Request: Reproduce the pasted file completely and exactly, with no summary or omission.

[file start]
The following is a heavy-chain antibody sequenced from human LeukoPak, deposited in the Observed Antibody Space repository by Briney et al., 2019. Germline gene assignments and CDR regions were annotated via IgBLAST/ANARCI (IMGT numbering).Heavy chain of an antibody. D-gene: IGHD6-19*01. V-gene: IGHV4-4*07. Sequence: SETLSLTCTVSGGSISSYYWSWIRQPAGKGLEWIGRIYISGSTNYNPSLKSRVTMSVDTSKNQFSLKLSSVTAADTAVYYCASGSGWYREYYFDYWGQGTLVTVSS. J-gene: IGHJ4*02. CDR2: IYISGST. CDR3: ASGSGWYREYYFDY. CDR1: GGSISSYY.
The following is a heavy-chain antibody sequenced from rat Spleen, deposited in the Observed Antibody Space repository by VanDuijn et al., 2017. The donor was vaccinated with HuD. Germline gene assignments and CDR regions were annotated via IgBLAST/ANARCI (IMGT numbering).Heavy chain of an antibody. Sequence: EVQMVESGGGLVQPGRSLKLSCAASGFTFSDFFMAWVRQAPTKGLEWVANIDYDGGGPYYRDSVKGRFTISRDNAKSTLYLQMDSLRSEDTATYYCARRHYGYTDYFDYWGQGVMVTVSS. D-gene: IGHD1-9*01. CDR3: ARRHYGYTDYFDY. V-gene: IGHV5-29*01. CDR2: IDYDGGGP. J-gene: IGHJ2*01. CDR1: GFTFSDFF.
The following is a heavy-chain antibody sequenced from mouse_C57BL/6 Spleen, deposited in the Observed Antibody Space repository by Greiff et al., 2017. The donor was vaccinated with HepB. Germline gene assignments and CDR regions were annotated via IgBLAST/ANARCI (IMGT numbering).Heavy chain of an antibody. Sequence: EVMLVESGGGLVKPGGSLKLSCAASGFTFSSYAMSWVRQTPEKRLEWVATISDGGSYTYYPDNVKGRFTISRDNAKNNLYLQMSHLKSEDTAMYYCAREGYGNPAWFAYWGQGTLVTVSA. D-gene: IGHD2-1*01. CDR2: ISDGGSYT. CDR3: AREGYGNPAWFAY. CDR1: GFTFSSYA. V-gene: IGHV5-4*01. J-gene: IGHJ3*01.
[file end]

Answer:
The following is a heavy-chain antibody sequenced from human LeukoPak, deposited in the Observed Antibody Space repository by Briney et al., 2019. Germline gene assignments and CDR regions were annotated via IgBLAST/ANARCI (IMGT numbering).Heavy chain of an antibody. D-gene: IGHD6-19*01. V-gene: IGHV4-4*07. Sequence: SETLSLTCTVSGGSISSYYWSWIRQPAGKGLEWIGRIYISGSTNYNPSLKSRVTMSVDTSKNQFSLKLSSVTAADTAVYYCASGSGWYREYYFDYWGQGTLVTVSS. J-gene: IGHJ4*02. CDR2: IYISGST. CDR3: ASGSGWYREYYFDY. CDR1: GGSISSYY.
The following is a heavy-chain antibody sequenced from rat Spleen, deposited in the Observed Antibody Space repository by VanDuijn et al., 2017. The donor was vaccinated with HuD. Germline gene assignments and CDR regions were annotated via IgBLAST/ANARCI (IMGT numbering).Heavy chain of an antibody. Sequence: EVQMVESGGGLVQPGRSLKLSCAASGFTFSDFFMAWVRQAPTKGLEWVANIDYDGGGPYYRDSVKGRFTISRDNAKSTLYLQMDSLRSEDTATYYCARRHYGYTDYFDYWGQGVMVTVSS. D-gene: IGHD1-9*01. CDR3: ARRHYGYTDYFDY. V-gene: IGHV5-29*01. CDR2: IDYDGGGP. J-gene: IGHJ2*01. CDR1: GFTFSDFF.
The following is a heavy-chain antibody sequenced from mouse_C57BL/6 Spleen, deposited in the Observed Antibody Space repository by Greiff et al., 2017. The donor was vaccinated with HepB. Germline gene assignments and CDR regions were annotated via IgBLAST/ANARCI (IMGT numbering).Heavy chain of an antibody. Sequence: EVMLVESGGGLVKPGGSLKLSCAASGFTFSSYAMSWVRQTPEKRLEWVATISDGGSYTYYPDNVKGRFTISRDNAKNNLYLQMSHLKSEDTAMYYCAREGYGNPAWFAYWGQGTLVTVSA. D-gene: IGHD2-1*01. CDR2: ISDGGSYT. CDR3: AREGYGNPAWFAY. CDR1: GFTFSSYA. V-gene: IGHV5-4*01. J-gene: IGHJ3*01.